Teaching Tips


When you wish to instruct, be brief—so that the minds of men take in quickly what you say, learn its lesson, and retain it faithfully. Every word that is unnecessary only pours over the side of a brimming mind.
— Cicero


First, ensure the safety of your audience.

  • He is most free from danger, who, even when safe, is on his guard.
    – Publilius Syrus


Use graphics as much as possible.

  • A picture is worth a thousand words.     – Fred R. Barnard   


Include practical exercises.

  • What we have to learn to do, we learn by doing.
    — Aristotle


Engage the audience as equal participants.

  • I am always ready to learn although I do not always like to be taught.
    — Winston Churchill


Solicit the assistance of those who have experience.

  • I pay the schoolmaster but ’tis the schoolboys who educate my son.
    — Ralph Waldo Emerson


Embed an object lesson to persuade attention to the task at hand.

  • Do you know the difference between education and experience?  Education is when you read the fine print. Experience is what you get when you don’t.
    — Pete Seeger


Those who can state an idea in their own words have learned it. 

  • We have two ears and one tongue so that we would listen more and talk less.
    — Diogenes


Information will not be adopted for use unless it is believed.

  • The intellect is always fooled by the heart.
    — La Rochefoucauld


Promote friendship to promote learning.

  • I not only use all of the brains I have, but all I can borrow.
    — Woodrow Wilson


Allow time for practice and repetitions.

  • Perfection is attained by slow degrees; it requires the hand of time.
    — Voltaire


Allow breaks for private time to maintain the energy level of a group.

  • Let there be spaces in your togetherness.
    — Kahlil Gibran


If you wish to cultivate a leader, set a good example.

  • I have found some of the best reasons I ever had for remaining at the bottom simply by looking at the men at the top.
    — Frank Moore Colby


Every person is capable of valuable contributions.

  • Many individuals have, like uncut diamonds, shining qualities beneath a rough exterior.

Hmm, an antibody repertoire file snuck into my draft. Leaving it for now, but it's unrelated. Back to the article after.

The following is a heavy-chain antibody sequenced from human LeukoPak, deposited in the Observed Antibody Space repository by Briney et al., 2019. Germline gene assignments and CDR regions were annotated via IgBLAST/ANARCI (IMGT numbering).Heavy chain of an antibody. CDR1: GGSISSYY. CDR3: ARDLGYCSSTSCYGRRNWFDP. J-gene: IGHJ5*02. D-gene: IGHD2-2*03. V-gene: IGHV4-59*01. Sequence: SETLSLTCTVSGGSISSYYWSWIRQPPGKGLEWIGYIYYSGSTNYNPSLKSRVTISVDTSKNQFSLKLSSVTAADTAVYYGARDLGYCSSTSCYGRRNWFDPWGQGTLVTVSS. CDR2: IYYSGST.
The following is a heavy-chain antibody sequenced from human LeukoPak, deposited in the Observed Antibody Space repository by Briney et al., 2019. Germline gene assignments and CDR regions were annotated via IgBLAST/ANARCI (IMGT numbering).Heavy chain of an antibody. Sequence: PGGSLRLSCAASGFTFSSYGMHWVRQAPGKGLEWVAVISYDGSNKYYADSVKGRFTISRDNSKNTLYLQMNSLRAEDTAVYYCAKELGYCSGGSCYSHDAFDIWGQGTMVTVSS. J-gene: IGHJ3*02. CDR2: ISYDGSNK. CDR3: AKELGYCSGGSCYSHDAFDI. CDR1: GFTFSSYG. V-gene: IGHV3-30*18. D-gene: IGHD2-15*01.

— Juvenal


Demand questions.

  • No man really becomes a fool until he stops asking questions.
    — Charles Steinmetz


Ensure that participants know how to decipher print materials.

  • Reading is a basic tool in the living of a good life.
    — Mortimer J. Adler


Obtain commitments to practicing what has been learned.

  • Resolve to perform what you ought; perform without fail what you resolve.
    — Benjamin Franklin


Delegate responsibility for tasks.

  • Responsibility educates.
    — Wendell Phillips


Praise contributions.

  • No person was ever honored for what he received. Honor has been the reward for what he gave.
    — Calvin Coolidge


Warm up your audience before asking them to keep pace with you.

  • To climb steep hills requires slow pace at first.
    — William Shakespeare


Many small jumps are an easier than one giant leap.

  • Little strokes fell great oaks.
    –Benjamin Franklin


Have each learner to share their new knowledge.  This sharpens their memory and multiplies the value of your efforts.

  • The improvement of understanding is for two ends: first, our own increase of knowledge; secondly, to enable us to deliver that knowledge to others.
    – John Locke


Make people work for their learning and they will regard it well.

  • What we obtain too cheap, we esteem too lightly; it is dearness only that gives everything its value.
    – Thomas Paine


Seduce your audience.

  • Then read from the treasured volume
    The poem of thy choice,
    And lend to the rhyme of the poet
    The beauty of thy voice.

    – Henry Wadsworth Longfellow


Speak in the language (argot, vernacular) of the place. 

  • The finest words in the world are only vain sounds, if you cannot comprehend them.
    — Anatole France



Simplicity is the glory of expression.
— Walt Whitman



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Teaching Tips Index